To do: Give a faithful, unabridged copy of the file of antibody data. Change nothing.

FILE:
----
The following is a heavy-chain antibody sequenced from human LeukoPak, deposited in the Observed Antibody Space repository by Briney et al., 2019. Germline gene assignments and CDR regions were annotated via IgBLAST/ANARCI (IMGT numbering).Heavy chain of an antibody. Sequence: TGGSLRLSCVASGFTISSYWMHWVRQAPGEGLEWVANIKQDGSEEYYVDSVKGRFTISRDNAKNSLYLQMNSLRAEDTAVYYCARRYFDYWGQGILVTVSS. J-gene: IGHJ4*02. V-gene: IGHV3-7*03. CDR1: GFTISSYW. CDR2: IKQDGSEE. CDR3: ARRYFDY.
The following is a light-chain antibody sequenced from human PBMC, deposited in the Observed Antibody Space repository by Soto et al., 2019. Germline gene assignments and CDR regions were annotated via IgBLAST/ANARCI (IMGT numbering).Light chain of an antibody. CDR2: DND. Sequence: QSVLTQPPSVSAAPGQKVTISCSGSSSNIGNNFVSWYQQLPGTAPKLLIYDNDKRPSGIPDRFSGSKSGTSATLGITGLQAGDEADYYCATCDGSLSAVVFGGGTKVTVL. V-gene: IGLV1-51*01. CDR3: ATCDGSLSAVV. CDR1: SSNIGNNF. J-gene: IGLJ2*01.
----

The following is a heavy-chain antibody sequenced from human LeukoPak, deposited in the Observed Antibody Space repository by Briney et al., 2019. Germline gene assignments and CDR regions were annotated via IgBLAST/ANARCI (IMGT numbering).Heavy chain of an antibody. Sequence: TGGSLRLSCVASGFTISSYWMHWVRQAPGEGLEWVANIKQDGSEEYYVDSVKGRFTISRDNAKNSLYLQMNSLRAEDTAVYYCARRYFDYWGQGILVTVSS. J-gene: IGHJ4*02. V-gene: IGHV3-7*03. CDR1: GFTISSYW. CDR2: IKQDGSEE. CDR3: ARRYFDY.
The following is a light-chain antibody sequenced from human PBMC, deposited in the Observed Antibody Space repository by Soto et al., 2019. Germline gene assignments and CDR regions were annotated via IgBLAST/ANARCI (IMGT numbering).Light chain of an antibody. CDR2: DND. Sequence: QSVLTQPPSVSAAPGQKVTISCSGSSSNIGNNFVSWYQQLPGTAPKLLIYDNDKRPSGIPDRFSGSKSGTSATLGITGLQAGDEADYYCATCDGSLSAVVFGGGTKVTVL. V-gene: IGLV1-51*01. CDR3: ATCDGSLSAVV. CDR1: SSNIGNNF. J-gene: IGLJ2*01.